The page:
All in all nicely inspiring and worth the six hours of driving. Yesterday, I heard someone say that Memphis has the third largest number of trucks passing through it, and today on I-40, I could see that was likely the case.

New Theatre at Playhouse on the Square

Memphis' professional theatre Playhouse on the Square is building a new theatre which will be open in January. Jackie Nichols is their founder and executive producer.

Wednesday, August 12, 2009

Rocco Landesman

Rocco Landesman has been confirmed as the new Chair of the NEA. For the past several years, the NEA has tried to quietly build and generally avoid controversy. A brash and confident New York producer, that doesn't seem to be Landesman's style. Of particular concern is a recent statement that implies he is going to value artistic excellence way, way more than geographic distribution:

"I don't know if there's a theater in Peoria," he says, "but I would bet that it's not as good as Steppenwolf or the Goodman," he said, referring to two of Chicago's most prominent theater companies. "There is going to be some push-back from me about democratizing arts grants to the point where you really have to answer some questions about artistic merit."

I am all for artistic merit. But if that is taken too far, all the funding is going to end up going to 5% of the arts organizations, groups that already get probably 75% of the funding. You can read a comment I made about it on Lee Rosenbaum's blog, Culturegrrl.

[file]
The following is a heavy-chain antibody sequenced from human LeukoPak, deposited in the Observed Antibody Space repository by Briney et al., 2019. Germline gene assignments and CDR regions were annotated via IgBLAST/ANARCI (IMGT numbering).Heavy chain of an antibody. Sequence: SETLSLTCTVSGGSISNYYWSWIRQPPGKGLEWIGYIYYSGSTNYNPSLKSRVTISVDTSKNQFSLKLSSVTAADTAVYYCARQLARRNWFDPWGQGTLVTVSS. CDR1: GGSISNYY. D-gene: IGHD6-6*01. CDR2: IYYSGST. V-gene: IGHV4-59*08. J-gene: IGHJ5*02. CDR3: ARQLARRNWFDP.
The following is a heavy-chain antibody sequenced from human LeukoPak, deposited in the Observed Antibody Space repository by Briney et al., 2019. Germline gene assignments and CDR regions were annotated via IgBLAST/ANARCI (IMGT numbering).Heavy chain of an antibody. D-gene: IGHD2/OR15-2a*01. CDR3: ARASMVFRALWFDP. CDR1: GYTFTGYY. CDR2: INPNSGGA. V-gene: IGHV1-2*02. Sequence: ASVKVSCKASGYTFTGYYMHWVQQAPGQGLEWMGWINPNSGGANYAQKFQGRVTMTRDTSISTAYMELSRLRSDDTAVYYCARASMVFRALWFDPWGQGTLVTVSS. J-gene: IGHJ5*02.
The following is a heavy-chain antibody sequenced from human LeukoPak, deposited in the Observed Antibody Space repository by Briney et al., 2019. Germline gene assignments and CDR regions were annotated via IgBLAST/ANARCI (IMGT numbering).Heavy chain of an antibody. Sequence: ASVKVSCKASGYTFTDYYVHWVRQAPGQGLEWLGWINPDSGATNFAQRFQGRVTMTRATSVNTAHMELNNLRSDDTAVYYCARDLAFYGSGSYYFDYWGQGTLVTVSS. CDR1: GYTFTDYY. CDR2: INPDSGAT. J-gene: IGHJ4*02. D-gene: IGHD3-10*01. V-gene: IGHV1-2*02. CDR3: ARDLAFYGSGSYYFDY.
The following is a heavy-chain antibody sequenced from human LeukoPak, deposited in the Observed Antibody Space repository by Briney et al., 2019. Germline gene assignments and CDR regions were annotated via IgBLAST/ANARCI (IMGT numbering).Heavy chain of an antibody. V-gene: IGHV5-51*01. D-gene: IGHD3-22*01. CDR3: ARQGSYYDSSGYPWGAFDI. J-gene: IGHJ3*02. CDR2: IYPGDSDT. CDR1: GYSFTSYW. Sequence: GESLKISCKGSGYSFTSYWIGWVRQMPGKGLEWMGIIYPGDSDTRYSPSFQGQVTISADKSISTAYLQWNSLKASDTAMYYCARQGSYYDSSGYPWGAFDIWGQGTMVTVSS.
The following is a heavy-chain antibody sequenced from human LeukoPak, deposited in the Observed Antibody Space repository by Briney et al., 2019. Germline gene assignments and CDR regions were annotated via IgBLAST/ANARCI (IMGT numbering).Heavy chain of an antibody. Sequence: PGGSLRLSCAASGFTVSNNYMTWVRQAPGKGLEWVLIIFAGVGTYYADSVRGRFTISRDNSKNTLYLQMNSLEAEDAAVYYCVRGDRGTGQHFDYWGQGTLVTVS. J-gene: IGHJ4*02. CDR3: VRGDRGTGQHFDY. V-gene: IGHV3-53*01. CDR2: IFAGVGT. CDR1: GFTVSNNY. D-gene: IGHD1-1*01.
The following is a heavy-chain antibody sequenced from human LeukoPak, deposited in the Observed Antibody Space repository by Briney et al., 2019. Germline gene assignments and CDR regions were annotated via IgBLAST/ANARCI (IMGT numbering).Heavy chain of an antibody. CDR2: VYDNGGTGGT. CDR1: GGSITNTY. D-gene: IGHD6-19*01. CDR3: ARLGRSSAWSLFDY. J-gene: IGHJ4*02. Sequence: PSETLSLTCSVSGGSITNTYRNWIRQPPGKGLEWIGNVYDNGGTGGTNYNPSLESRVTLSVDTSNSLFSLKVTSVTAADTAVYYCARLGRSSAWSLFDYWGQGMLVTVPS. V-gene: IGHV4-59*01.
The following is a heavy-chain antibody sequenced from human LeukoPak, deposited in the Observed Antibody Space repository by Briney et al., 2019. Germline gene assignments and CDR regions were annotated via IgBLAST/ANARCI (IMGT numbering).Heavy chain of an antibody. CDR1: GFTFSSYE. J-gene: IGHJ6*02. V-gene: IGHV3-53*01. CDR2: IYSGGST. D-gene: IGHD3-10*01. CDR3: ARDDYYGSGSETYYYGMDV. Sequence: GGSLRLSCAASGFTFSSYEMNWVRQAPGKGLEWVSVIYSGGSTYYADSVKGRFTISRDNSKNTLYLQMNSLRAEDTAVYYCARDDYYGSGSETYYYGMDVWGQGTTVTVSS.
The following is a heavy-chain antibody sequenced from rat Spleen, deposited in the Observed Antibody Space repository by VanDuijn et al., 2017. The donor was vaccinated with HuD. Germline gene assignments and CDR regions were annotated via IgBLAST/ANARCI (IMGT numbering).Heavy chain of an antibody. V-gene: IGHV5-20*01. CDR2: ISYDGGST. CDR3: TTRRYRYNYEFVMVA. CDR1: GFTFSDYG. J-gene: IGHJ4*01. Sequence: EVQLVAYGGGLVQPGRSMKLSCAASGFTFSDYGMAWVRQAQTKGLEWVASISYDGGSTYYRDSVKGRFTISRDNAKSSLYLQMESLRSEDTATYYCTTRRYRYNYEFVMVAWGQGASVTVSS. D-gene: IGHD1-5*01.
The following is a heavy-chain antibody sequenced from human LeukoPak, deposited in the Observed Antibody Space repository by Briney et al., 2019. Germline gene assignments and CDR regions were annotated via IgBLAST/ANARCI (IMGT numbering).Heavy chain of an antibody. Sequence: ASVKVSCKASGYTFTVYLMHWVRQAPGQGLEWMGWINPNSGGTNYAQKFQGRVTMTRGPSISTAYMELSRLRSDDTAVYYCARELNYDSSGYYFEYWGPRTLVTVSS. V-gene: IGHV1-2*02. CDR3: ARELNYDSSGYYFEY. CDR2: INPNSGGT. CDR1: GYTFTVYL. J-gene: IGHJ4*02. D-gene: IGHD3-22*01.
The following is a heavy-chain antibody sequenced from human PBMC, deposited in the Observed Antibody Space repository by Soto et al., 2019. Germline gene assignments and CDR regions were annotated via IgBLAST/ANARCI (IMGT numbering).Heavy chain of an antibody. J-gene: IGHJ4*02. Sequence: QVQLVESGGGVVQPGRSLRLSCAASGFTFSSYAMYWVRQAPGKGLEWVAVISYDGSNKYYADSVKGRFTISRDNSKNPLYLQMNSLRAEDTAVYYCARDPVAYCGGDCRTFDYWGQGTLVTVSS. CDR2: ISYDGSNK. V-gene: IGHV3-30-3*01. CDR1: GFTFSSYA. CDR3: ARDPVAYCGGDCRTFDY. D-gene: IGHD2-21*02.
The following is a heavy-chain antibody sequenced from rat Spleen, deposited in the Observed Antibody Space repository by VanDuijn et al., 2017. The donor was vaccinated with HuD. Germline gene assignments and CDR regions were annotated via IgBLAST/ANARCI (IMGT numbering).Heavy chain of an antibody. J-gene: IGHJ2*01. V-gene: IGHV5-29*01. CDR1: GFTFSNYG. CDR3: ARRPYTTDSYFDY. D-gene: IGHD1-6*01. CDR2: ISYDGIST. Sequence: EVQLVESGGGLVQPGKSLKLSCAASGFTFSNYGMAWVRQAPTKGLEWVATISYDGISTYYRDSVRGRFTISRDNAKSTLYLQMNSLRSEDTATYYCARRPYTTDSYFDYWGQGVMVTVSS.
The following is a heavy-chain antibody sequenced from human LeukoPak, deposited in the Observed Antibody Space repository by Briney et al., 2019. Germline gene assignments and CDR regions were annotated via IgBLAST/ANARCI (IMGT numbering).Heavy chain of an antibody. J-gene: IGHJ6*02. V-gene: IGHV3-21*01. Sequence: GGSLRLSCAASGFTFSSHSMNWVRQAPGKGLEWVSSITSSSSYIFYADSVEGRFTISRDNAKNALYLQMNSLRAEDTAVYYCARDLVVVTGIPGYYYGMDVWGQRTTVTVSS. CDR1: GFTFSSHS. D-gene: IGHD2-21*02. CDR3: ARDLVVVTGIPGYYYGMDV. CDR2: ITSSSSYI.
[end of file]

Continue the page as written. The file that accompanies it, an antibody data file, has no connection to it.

Friday, August 7, 2009

The consciousness of the conductor

(Opera New Jersey photo by Bruce Fuller)

I conducted my first opera in 1986. So it was something of a surprise for me that during the rehearsals and performances of LUCIA at Opera New Jersey I felt like I had learned something from working with the New Jersey Symphony. NJSO has a fine reputation and Opera New Jersey was very excited to have them as partners in the orchestra pit.

During the final rehearsals and performances, I placed my consciousness in a different place than I usually do. I was certainly performing "in the moment" a great deal of the time, but I came in and out of it--rather like a swimmer going under the water, but also coming up for air and looking around. LUCIA has moments that require one to "perform" but there are also plenty of pages in the score where the orchestra musicians do the heavy lifting and the conductor can go on autopilot for several bars at a time.